The Trump administration added another major Chinese company to the Entity List. On August 14, 2019, the U.S. Department of Commerce’s Bureau of Industry and Security (BIS) added China General Nuclear Power Group—China’s largest state-owned nuclear company—to its Entity List. BIS added the company’s three affiliates as well: China General Nuclear Power Corporation, China Nuclear Power Technology Research Institute Co. Ltd., and Suzhou Nuclear Power Research Institute Co. Ltd. According to BIS, these entities have obtained or sought to obtain advanced U.S. nuclear technology and material for military uses in China.

For years, the U.S. has trended in this direction. In 2016, the U.S. Department of Justice (DOJ) indicted China General Nuclear Power Company for conspiring to develop special nuclear material outside the U.S. without authorization from the DOE. Two years later, the U.S. Department of Energy (DOE) issued measures to prevent China from diverting U.S. civil nuclear technology to military uses. One such measure created a presumption of denial for new license applications or extensions to existing authorizations related to the China General Nuclear Power Group. Last year, the Trump administration announced that it would impose more export restrictions on nuclear U.S. technology to prevent China from diverting such technology to military ends.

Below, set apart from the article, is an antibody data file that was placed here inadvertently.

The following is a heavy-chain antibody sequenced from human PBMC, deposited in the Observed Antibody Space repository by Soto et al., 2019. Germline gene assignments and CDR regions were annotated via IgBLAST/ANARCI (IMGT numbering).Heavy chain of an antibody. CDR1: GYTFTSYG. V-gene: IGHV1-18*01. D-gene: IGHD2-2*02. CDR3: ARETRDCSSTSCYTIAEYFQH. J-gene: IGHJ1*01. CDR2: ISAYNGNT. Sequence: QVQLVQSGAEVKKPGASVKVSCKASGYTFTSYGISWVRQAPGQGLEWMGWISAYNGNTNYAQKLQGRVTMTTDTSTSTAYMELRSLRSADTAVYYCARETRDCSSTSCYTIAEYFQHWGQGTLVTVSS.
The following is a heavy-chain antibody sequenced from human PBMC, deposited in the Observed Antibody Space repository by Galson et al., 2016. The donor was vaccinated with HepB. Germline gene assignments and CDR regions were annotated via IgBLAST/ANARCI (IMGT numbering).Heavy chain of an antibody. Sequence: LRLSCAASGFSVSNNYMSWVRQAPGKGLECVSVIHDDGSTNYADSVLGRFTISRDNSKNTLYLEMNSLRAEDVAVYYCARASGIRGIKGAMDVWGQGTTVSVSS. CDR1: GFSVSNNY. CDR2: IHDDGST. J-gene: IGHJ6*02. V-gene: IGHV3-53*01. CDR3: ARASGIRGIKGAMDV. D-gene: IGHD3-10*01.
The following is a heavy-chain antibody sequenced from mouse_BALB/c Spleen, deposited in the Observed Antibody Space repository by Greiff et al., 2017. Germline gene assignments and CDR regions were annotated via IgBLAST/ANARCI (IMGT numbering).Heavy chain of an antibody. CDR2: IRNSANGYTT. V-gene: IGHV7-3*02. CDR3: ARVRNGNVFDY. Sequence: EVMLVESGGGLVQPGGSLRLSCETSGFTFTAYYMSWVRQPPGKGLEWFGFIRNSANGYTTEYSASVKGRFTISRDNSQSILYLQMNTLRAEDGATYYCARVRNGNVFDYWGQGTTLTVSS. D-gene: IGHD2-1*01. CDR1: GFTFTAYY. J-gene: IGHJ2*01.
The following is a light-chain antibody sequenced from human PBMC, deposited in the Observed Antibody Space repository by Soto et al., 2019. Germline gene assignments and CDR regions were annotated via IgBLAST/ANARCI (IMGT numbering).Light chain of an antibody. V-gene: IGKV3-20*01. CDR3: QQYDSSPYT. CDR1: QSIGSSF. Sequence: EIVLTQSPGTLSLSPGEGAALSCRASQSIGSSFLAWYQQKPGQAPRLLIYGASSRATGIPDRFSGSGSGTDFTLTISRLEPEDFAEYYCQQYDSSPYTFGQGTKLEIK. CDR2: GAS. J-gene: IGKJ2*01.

BIS’s decision to add to these nuclear Chinese entities to the Entity List advances this trend. Now, all U.S. and non-U.S. companies must seek government approval before exporting or reexporting any U.S. origin products, software, or technology subject to the Export Administration Regulations (“EAR”) to these entities.This includes products and technology that are not generally controlled for export to China, such as EAR99 items. Companies seeking to re-export items subject to the EAR from a non-U.S. jurisdiction to China General Nuclear Power Group and its affiliates may also be required to seek government approval. Commerce’s stated policy on license requests is a presumption of denial.